This can have immense value for vision masters because it requires you to simultaneously hold your own context and purpose while remaining open and genuinely interested in the context and purpose of another person. That doesn’t mean that you’re “willing” to listen to another viewpoint on some issue, but simply hear it and filter it through your own thoughts, ideas and opinions on the subject. Anyone can do that. This is about actually hearing another’s view without filtering it through your own – but also without forgetting about your own view.

The idea is that you are consciously creating a space where their ideas and views are genuinely heard, because it builds another’s self-esteem and it forges trust. Once you forge that trust then at some point in a conversation you might find a place to add your own viewpoint and have it be genuinely heard by the other person.

  1. Good listening involves a cooperative conversation

If you tend to listen to other’s in order to find and assert an objection to what they’re saying, that will do little to build trust and relationship. Masterful listeners typically aren’t trying to “win” the conversation, they’re trying to understand, relate and offer valuable input. That doesn’t mean you can’t disagree with an assertion made by someone else, even a prospective investor. It simply means that you do so in a way that opens up an area for discussion, rather than close it off based on a “black and white” disagreement.

Tennis provides a good analogy here. Now, in an actual tennis match, both players are trying to win the point obviously. But in a friendly game of tennis that is primarily for, say, fun and exercise, oftentimes a long volley is what’s most fun. You and your partner hit the ball back and forth over the net again and again and again. You’re not really trying to win the point you’re trying to improve your game or just trying to have fun. Good listening can be like that; a back and forth sharing of ideas where the point is discovery, connection, trust-building, and insight.

Contrast that with an all-out effort to win the point. In that case, you’re trying to use all of your skills to blast a serve inches from the net and inches from the out of bounds line so that your opponent can’t do much with it even if they manage to hit it. A good volley is much more interesting and the same is true in a conversation. When your counterpart says something, don’t return serve with the idea of winning the point. Instead, do it with the idea of an ongoing volley and see what opens up in the conversation.

  1. Good listeners make suggestions

Masterful listeners make suggestions and that may not be “stop the presses” news, but what matters most is the way in which suggestions were offered. Researchers discovered that when listeners engaged in the other three behaviors detailed above their suggestions were more likely to be perceived as valuable.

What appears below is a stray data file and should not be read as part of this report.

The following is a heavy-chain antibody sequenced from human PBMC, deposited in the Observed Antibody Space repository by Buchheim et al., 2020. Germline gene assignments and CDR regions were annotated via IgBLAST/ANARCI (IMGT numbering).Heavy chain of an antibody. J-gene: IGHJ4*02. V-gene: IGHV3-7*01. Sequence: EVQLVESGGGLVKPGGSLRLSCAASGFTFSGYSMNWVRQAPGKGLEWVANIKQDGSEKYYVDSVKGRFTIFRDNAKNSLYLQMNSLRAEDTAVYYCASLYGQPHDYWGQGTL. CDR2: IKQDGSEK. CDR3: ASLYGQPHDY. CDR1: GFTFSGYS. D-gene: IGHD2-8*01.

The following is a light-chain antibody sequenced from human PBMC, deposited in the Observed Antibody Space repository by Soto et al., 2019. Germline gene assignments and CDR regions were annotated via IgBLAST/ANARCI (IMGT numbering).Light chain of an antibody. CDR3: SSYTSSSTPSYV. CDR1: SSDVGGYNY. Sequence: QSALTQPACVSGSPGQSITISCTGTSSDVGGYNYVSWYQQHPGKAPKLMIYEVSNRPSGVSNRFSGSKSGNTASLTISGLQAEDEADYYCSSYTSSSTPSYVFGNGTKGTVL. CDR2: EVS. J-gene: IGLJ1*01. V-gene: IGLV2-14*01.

If you think about those other three behaviors: asking questions that provoke insight and discovery; building the esteem of the speaker; and playing for the long volley instead of trying to win the point – then it’s readily apparent that the suggestions you offer are more likely to be well-received.

Curiously, masterful listeners are actually more likely to be heard themselves.

Think about that . . .

If you listen really well you’re more likely to be heard. Your thoughts, ideas, opinions and suggestions are much more likely to be heard by the other person when they feel heard, respected and cared about.

So as a vision master it will serve you well to be a listening master, if you ultimately want to be heard – in other words, want your great overall vision for the future, for your company, for the world to be heard and understood by others.

In my next post, I’m going to dive into this topic more deeply. Because I don’t want you to get the idea that being a great listener is a strategy to get heard more. Don’t think of it as strategic. Think of it as something you need to work on and develop for its own sake. You’ll end up being heard more often and more deeply by others and that’s great. But what’s more important is that you’ll gain deep trust among people – including investors – and you’ll develop one of the most important skills of a great leader.

Key takeaway:  Most people think they’re good listeners, but research proves that most of us really aren’t. Masterful listening is a skill you can work to build and you build it within conversations as you consciously work to ask questions that provoke insight and discovery, build the esteem of others and have a goal of creating trust and connectivity, rather than trying to win the conversation. When you master great listening, you’ll find that you are actually heard more clearly and more powerfully by others and you are trusted.  Trust is the bottom line. As a vision master, this is absolutely crucial to getting your visionary ideas accepted by your team, your investors and the world.